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Friday, December 26, 2014

Connecting with Characters

My friend and reading workshop collaborator often laments how difficult it is to teach readers to make true connections with characters. "I'm tall, and so is my character" is not an example of what we hope readers will share about their books! As I read Heather Vogel Frederick's new novel Absolutely Truly, I thought about why l loved the main character Truly Lovejoy so much. She's tall, and I'm short. She likes books, but they do not hold the same passion for her as they do for her younger sister Lauren (or for me). She often feels like no one in her family truly listens to her (not so much for me). She loves swimming (not me). But her deep interest in birds - and her life list of those she has seen - fascinated me. Truly even classifies the people she meets into bird species! She says, "Mom I've always thought of as a robin. They're such cheery, dependable birds. And Dad's an eagle for sure, what with his strong jaw, piercing gaze, and prominent nose." (p. 37)

As a narrator, Truly lays out both the faults of others and herself. She accepts her lot in life, learns to adjust to the town of Pumpkin Falls, New Hampshire, embraces a mystery presented to her in the pages of a first-edition copy of Charlotte's Web, and is open-minded enough to accept the classmates in her new, small school. Because the Lovejoys are there to run the family bookshop with Truly's namesake, Aunt True, literary references abound, especially at story time (which I would love to attend!) in the shop.

The book's subtitle - a Pumpkin Falls Mystery - leads me to believe I will get to join Truly and her family and friends in another adventure. Until then, I will content myself with making a batch or two of Aunt True's Mini Pumpkin Whoopie Pies (served every afternoon, recipe provided on the final pages of the book).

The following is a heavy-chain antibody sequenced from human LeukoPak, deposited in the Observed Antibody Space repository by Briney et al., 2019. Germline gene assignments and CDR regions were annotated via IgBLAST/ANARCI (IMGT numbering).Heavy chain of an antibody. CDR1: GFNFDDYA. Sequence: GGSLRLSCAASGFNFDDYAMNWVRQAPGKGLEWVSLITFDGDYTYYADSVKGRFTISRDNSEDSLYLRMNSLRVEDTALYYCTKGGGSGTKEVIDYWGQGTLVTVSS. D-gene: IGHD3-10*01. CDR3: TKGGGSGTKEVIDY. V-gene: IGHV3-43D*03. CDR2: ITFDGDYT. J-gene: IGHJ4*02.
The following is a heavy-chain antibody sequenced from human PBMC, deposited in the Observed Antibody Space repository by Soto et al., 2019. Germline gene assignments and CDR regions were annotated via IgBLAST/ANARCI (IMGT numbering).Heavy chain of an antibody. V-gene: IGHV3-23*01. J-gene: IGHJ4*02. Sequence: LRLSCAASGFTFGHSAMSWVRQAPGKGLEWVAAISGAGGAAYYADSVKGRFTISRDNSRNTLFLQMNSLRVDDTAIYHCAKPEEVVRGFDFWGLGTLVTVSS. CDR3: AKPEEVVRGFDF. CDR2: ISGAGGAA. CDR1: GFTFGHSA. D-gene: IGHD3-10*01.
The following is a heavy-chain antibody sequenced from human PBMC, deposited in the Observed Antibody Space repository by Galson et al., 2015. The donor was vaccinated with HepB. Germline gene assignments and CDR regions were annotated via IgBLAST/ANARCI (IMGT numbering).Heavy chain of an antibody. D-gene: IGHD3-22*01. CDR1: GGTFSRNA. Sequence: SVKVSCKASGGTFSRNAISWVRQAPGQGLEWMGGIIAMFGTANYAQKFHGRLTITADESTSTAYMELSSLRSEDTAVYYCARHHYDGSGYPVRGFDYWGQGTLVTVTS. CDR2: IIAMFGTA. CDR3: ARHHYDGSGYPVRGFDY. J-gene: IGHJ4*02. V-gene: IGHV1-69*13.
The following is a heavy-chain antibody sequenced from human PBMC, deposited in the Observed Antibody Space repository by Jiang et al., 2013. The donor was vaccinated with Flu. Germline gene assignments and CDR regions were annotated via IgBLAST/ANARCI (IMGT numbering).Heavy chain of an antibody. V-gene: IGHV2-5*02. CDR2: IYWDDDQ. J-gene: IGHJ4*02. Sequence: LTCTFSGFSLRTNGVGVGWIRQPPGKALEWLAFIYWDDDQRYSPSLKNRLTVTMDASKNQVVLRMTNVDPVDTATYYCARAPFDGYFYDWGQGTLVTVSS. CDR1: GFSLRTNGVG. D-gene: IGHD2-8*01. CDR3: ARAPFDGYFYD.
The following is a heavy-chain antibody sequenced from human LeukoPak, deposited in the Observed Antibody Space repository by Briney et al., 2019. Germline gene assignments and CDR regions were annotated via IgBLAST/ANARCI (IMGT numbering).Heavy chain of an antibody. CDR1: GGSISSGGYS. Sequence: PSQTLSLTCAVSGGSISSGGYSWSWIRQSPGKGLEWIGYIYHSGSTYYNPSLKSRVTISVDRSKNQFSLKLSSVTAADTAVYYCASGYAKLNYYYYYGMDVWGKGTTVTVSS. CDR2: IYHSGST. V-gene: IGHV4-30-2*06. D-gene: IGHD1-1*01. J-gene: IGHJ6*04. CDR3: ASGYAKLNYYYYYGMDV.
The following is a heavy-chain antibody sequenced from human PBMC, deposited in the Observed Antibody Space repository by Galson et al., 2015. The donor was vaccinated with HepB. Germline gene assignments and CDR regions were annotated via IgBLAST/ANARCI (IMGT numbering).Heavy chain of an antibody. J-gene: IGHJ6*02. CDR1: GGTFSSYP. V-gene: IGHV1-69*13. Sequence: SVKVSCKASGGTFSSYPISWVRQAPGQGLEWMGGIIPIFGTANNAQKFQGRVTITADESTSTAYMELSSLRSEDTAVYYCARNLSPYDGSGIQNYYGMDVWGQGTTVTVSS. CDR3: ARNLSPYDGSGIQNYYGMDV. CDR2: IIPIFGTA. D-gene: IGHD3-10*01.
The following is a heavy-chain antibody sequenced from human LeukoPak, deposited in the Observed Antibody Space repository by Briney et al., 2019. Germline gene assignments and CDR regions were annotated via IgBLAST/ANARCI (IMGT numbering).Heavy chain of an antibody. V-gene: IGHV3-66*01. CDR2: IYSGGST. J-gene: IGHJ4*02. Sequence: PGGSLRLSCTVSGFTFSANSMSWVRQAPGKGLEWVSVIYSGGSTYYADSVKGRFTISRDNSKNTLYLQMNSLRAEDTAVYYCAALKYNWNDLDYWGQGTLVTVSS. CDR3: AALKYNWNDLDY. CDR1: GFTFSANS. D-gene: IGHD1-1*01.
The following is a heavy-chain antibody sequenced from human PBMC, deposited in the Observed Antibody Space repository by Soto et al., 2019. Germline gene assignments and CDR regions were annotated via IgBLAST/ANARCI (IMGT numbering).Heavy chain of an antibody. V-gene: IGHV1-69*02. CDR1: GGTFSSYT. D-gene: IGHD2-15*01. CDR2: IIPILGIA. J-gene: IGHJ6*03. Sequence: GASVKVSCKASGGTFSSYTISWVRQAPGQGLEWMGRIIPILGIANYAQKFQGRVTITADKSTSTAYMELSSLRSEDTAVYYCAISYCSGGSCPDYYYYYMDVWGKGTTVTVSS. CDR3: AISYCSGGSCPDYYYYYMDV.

Sunday, December 21, 2014

Reusing and Retelling

There are certain articles of clothing I like so much I find ways to keep them in use despite decades of wear. That said, I am not quite as resourceful as the grandfather in Jim Aylesworth's new book My Grandfather's Coat. As a young immigrant, "on the luckiest day of his life," he fell in love. A skilled tailor, he fashioned a handsome coat to wear on his wedding day. With rhythm, rhymes, alliteration, and repetition, the storyteller freshly retells the Yiddish folk song "I Had a Little Overcoat." Barbara McClintock's detailed watercolor illustrations add to the text as grandfather ages along with the blue cloth he adores, showing the passing fashions and family events along the way. It is a perfect picture book, combining entrancing words with supporting artwork and tied together with wonderful notes by the author and illustrator that encourage readers to reuse things in their world and seek stories retold in their families.

Saturday, December 20, 2014

Making a Unique Book

One of the joys in my life is watching my friends' books transform from idea to draft to final copy...and come to the hands of readers. Brother Hugo in Katy Beebe's new book Brother Hugo and the Bear has a slightly different path involving the creation of a book. When the copy of St. Augustine's letters is due at the abbey's library, he must confess to the Abbot that the words were "as sweet as honey" to him, they were much sweeter to the bear who devoured them. As penance, he must make the trek to the Grand Chartreuse, borrow their copy, and recreate a book for his own abbey, all before the season of Lent has passed.

Without giving away too much of the plot here, readers should expect humor and helpfulness as the beautifully named brothers of the abbey (Caedon, Aelred, Hildebert, Eadmer, Anselm and others) assist their friend in the process. Supplies are generously shared, and Brother Hugo works with dedication to copy the book perfectly, all the while hearing the rumblings of a bear's hunger for words. His return trip to the Grand Chartreuse offers readers a surprise. 

S. D. Schindler's illustrator's note explains the process of creating a book in the Middle Ages, and an historical note tells about the origin of manuscripts, as well as the scrap of paper that served as the idea for this book. 

The book is a wonderful blend of text and artwork that brings the mood of the monastery and Brother Hugo's dilemma to readers. It is one of those books I have resisted returning to the library because I want to keep holding it and gazing at the intricate artwork. When I return it, I will imagine a bear, rumbling behind me, longing for its sweet words.